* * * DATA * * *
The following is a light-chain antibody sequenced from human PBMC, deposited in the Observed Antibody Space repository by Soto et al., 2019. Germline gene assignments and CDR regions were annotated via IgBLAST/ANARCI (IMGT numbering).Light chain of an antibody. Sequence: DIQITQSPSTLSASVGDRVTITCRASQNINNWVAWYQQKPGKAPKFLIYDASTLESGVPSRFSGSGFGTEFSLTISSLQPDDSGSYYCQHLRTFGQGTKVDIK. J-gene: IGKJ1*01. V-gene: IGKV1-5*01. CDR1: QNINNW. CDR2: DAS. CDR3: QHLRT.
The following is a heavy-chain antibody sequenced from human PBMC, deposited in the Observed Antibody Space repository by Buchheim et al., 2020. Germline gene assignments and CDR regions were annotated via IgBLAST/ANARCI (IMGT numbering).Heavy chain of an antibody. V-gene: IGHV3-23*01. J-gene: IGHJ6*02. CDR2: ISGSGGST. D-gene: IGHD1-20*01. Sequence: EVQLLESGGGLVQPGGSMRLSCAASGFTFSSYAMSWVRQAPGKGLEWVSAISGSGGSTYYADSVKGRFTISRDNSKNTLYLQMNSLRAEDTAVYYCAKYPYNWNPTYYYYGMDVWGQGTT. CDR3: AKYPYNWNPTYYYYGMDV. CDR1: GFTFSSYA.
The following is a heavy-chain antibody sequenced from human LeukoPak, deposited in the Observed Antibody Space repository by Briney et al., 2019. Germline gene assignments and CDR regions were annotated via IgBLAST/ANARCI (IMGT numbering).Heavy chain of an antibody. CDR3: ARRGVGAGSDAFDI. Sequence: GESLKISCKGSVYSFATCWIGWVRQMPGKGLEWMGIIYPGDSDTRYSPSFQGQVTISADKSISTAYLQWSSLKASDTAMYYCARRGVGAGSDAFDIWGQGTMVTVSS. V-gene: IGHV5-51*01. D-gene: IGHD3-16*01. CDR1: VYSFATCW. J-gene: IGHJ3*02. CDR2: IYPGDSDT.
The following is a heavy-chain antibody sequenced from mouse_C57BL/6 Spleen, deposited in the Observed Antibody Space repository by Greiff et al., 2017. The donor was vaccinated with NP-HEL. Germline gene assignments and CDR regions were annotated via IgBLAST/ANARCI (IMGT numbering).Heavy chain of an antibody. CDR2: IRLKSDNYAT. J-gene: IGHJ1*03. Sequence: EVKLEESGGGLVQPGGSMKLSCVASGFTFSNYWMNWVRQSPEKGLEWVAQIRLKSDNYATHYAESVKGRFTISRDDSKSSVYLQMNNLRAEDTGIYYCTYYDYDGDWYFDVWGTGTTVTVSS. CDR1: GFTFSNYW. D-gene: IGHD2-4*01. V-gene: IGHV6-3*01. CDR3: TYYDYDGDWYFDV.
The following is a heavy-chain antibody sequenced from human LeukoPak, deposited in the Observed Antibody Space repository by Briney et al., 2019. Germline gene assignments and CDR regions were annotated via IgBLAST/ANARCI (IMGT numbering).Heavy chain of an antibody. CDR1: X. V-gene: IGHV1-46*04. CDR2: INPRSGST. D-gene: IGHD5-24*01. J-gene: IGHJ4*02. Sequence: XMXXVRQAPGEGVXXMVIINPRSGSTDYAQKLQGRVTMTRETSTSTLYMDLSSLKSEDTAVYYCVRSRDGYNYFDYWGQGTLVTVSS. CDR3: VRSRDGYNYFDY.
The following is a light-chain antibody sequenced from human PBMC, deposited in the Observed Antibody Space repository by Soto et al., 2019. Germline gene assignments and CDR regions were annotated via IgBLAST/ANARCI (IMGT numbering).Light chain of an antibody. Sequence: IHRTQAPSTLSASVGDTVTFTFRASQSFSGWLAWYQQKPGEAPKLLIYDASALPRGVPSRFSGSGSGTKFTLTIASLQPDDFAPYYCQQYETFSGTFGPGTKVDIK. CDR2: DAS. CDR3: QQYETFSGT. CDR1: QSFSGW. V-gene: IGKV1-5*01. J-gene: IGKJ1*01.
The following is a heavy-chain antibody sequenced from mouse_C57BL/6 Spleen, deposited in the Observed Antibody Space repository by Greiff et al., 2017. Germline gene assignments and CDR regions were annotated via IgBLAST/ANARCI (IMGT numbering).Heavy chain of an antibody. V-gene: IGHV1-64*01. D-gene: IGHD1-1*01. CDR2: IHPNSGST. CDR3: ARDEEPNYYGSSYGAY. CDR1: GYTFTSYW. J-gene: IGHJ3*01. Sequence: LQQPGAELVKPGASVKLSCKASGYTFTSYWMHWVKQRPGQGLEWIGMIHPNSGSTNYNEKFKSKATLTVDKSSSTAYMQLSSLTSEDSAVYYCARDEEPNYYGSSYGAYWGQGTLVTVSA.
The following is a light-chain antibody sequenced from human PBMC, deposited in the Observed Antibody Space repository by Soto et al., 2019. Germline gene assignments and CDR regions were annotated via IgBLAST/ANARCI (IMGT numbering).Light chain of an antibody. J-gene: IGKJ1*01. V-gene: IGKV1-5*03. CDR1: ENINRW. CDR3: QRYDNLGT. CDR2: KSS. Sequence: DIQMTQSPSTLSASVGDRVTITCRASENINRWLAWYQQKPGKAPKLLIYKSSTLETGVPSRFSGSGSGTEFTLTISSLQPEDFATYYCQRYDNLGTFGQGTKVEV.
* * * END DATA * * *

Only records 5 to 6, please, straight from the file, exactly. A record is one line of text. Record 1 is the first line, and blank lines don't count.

The following is a heavy-chain antibody sequenced from human LeukoPak, deposited in the Observed Antibody Space repository by Briney et al., 2019. Germline gene assignments and CDR regions were annotated via IgBLAST/ANARCI (IMGT numbering).Heavy chain of an antibody. CDR1: X. V-gene: IGHV1-46*04. CDR2: INPRSGST. D-gene: IGHD5-24*01. J-gene: IGHJ4*02. Sequence: XMXXVRQAPGEGVXXMVIINPRSGSTDYAQKLQGRVTMTRETSTSTLYMDLSSLKSEDTAVYYCVRSRDGYNYFDYWGQGTLVTVSS. CDR3: VRSRDGYNYFDY.
The following is a light-chain antibody sequenced from human PBMC, deposited in the Observed Antibody Space repository by Soto et al., 2019. Germline gene assignments and CDR regions were annotated via IgBLAST/ANARCI (IMGT numbering).Light chain of an antibody. Sequence: IHRTQAPSTLSASVGDTVTFTFRASQSFSGWLAWYQQKPGEAPKLLIYDASALPRGVPSRFSGSGSGTKFTLTIASLQPDDFAPYYCQQYETFSGTFGPGTKVDIK. CDR2: DAS. CDR3: QQYETFSGT. CDR1: QSFSGW. V-gene: IGKV1-5*01. J-gene: IGKJ1*01.